Three Chopt Road Historic District

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Three Chopt Road Historic District

Three Chopt Road Historic District Residence.jpg

Residence in the Three Chopt Road Historic District, September 2013
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Location Three Chopt Rd. from Cary St. to Bandy Rd., Richmond, Virginia
Coordinates 37°34′43″N77°31′35″W / 37.57861°N 77.52639°W / 37.57861; -77.52639 Coordinates: 37°34′43″N77°31′35″W / 37.57861°N 77.52639°W / 37.57861; -77.52639
Area 65 acres (26 ha)
Built c. 1890 (1890)
Architect Lee, W. Duncan; Noland & Baskervill, et al.
Architectural style Late 19th And 20th Century Revivals, Late 19th And Early 20th Century American Movements, et al.
NRHP reference # 12000520 [1]
VLR # 127-6064
Significant dates
Added to NRHP August 14, 2012
Designated VLR June 21, 2012 [2]

The Three Chopt Road Historic District is a national historic district located at Richmond, Virginia. The district encompasses 90 contributing buildings, 4 contributing sites, and 4 contributing structures located west of downtown Richmond. The primarily residential area developed starting in the early-20th century as one of the city’s early “streetcar suburbs.” The buildings are in a variety of popular late-19th and early-20th century architectural styles including frame bungalows, Colonial Revival, Tudor Revival, and Mission Revival. There are a remarkable group of unusually large, architect-designed houses and churches. Notable non-residential buildings include St. Bridget’s Catholic Church (1950) and St. Stephen’s Episcopal Church. Located in the district is the separately listed Green's Farm (Huntley). [3]

Richmond, Virginia Capital of Virginia

Richmond is the capital of the Commonwealth of Virginia in the United States. It is the center of the Richmond Metropolitan Statistical Area (MSA) and the Greater Richmond Region. Richmond was incorporated in 1742 and has been an independent city since 1871.

A streetcar suburb is a residential community whose growth and development was strongly shaped by the use of streetcar lines as a primary means of transportation. Early suburbs were served by horsecars, but by the late 19th century cable cars and electric streetcars, or trams, were used, allowing residences to be built further away from the urban core of a city. Streetcar suburbs, usually called additions or extensions at the time, were the forerunner of today's suburbs in the United States and Canada. Western Addition in San Francisco is one of the best examples of streetcar suburbs before westward and southward expansion occurred.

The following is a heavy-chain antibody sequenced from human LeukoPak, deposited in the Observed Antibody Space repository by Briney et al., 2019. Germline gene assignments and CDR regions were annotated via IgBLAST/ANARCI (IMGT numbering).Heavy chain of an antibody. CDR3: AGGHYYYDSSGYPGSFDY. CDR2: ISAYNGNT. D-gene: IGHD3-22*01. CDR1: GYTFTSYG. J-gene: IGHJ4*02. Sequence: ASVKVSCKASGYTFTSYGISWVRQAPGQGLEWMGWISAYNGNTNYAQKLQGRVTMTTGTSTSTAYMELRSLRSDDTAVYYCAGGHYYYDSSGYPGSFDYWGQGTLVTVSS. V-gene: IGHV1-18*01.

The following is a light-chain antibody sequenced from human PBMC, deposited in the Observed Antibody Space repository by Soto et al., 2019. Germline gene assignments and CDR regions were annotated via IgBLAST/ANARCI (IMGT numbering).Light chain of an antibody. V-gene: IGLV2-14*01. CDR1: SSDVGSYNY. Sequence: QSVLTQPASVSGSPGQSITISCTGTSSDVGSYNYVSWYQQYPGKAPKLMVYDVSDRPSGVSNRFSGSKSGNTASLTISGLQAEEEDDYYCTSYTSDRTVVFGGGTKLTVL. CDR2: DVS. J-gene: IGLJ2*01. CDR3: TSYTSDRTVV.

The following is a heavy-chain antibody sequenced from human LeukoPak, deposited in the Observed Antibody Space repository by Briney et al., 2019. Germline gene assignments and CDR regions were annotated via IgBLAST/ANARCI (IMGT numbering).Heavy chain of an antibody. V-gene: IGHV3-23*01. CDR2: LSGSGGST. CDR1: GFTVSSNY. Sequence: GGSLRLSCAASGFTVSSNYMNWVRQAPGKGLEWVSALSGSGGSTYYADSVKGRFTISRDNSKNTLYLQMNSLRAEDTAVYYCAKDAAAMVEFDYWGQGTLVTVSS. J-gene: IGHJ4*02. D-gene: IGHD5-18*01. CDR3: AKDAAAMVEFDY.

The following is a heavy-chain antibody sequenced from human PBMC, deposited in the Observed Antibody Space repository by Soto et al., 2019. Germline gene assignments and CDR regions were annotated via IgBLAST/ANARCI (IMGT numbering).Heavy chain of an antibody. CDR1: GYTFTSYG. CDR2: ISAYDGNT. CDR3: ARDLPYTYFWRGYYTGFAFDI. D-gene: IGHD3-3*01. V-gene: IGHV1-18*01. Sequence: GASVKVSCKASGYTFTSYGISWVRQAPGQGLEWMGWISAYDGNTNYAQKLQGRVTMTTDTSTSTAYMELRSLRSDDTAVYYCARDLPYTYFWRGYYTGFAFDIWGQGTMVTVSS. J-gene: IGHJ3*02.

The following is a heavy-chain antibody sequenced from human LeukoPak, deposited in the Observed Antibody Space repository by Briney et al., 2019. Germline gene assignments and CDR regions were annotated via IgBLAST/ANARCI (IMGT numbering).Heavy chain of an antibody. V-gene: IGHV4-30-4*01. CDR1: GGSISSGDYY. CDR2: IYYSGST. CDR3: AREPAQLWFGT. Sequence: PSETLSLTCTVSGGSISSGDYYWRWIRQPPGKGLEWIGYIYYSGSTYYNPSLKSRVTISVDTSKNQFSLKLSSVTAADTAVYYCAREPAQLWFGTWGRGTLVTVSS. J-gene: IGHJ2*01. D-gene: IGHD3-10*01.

Bungalow type of building, originally developed in the Bengal region in South Asia, but now found throughout the world

A bungalow is a type of building, originally developed in the Bengal region of the subcontinent. The meaning of the word bungalow varies internationally. Common features of many bungalows include verandas and being low-rise. In Australia, the California bungalow associated with the United States was popular after the First World War. In North America and the United Kingdom, a bungalow today is a house, normally detached, that may contain a small loft. It is either single-story or has a second story built into a sloping roof, usually with dormer windows.

It was added to the National Register of Historic Places in 2012. [1]

National Register of Historic Places federal list of historic sites in the United States

The National Register of Historic Places (NRHP) is the United States federal government's official list of districts, sites, buildings, structures, and objects deemed worthy of preservation for their historical significance. A property listed in the National Register, or located within a National Register Historic District, may qualify for tax incentives derived from the total value of expenses incurred preserving the property.

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References

  1. 1 2 "National Register of Historic Places Listings". Weekly List of Actions Taken on Properties: 8/13/12 through 8/17/12. National Park Service. 2012-08-24.
  2. "Virginia Landmarks Register". Virginia Department of Historic Resources. Retrieved 19 March 2013.
  3. Deborah Fulton Rau and Guy Davis (April 2012). "National Register of Historic Places Inventory/Nomination: Three Chopt Road Historic District" (PDF). Virginia Department of Historic Resources. and Accompanying five photos